Posts Tagged ‘estimates’

Estimates – Ranges or Not under the LPUL?

The Australian Legal Services Commissioner, Mr Dale Boucher, and the Victorian Legal Services Commissioner, Mr Michael McGarvie, have both spoken today at the Law Institute of Victoria seminar on the Legal Profession Uniform Law.

Two issues of concern for practitioners are:

  • Can practitioners still give a range of estimates?
  • What is the meaning of “total legal costs” for the purpose of providing an estimate of same?

Mr McGarvie made it quite clear that it was no longer acceptable to give a range – the Law requires a single estimate to be given.

It was put to the Commissioner that “total legal costs” should reflect the costs for the proposed course of conduct, for which the clients consent is required to be obtained.  A proposed course of conduct may be to a particular point in a matter.  The example given was proposed course of conduct to settle the matter at or before mediation, rather than run the matter to judgment.

Mr McGarvie and one of the members of his office, explained the purpose of an estimate of total legal costs in the matter (for example to the end of litigation), rather than simply of stages (for example to the end of mediation).  One of the complaints clients currently make is that they were told the costs to the end of mediation would be $X, whereas the matter didn’t settle at mediation and the actual costs were $X + $Y.  The client complains that they would not have proceeded with the matter if they had realised what the actual costs might be for the whole of the matter.

It would appear that the expectation is that practitioner will be regularly updating the original estimate to reflect developments on the matter.  Mr McGarvie suggested that it would appropriate for practitioners to be providing estimates for different stages of a matter, as well as an overall estimate of the total costs.  This is certainly a better option than simply telling a client that their total costs might be $500,000, even though it is highly unlikely the matter will even get to trial, but if it does, this is the likely total costs.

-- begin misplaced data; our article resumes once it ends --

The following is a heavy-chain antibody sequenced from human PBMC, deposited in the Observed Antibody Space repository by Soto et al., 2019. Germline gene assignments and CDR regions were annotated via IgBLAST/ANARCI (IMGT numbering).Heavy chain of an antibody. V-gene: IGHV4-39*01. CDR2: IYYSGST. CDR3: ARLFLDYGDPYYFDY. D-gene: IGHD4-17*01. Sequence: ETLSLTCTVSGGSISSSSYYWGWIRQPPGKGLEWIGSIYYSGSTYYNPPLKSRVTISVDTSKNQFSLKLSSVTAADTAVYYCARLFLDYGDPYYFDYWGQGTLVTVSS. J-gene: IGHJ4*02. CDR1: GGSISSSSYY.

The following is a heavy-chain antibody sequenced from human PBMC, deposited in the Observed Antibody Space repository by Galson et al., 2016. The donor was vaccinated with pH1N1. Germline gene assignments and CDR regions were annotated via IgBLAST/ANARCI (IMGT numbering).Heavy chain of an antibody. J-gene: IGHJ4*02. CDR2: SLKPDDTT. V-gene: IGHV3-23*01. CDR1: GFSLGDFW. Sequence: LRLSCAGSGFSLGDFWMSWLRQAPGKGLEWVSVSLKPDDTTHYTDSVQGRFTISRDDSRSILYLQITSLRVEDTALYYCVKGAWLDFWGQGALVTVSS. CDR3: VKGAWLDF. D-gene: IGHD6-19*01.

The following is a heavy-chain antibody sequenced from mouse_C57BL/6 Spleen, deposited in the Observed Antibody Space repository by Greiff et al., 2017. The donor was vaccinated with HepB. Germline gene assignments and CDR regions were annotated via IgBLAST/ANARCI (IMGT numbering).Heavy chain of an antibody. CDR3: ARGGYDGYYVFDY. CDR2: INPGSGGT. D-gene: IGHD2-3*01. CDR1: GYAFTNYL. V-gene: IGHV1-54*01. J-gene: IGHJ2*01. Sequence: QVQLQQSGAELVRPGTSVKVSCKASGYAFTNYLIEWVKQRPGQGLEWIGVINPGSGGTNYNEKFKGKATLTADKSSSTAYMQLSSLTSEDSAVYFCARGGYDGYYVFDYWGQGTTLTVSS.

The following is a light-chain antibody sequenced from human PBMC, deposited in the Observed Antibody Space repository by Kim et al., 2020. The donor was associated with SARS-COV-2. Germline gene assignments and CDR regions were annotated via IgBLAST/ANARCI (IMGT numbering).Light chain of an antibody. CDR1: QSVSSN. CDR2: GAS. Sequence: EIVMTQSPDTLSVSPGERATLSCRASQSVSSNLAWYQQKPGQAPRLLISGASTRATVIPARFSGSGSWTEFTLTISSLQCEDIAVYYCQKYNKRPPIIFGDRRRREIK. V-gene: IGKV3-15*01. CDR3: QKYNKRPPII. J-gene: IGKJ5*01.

The clear message is that practitioners are under an obligation to proactively and on an ongoing basis, engage with their clients about the conduct of the matter and the costs likely to be incurred by the client.  For some years, the Federal and NSW Governments have had platforms of Informed Purchasers of Legal Services in place.  The expectations for lawyer providing services to government in relation to obtaining informed consent align with expectations under the LPUL.  Practitioners will need to improve their estimating and project planning and management skills.

Since 2010, we have provided training to NSW, Queensland and Federal Government departments under the Informed Purchaser platforms, as well as to law practices across the Eastern seaboard, often to enable them to address legal project management and estimating requirements imposed as part of legal panel arrangements.

On 5 August 2015, we are running a workshop on estimating, project planning and providing options regarding proposed on course of conduct.  Further details to follow.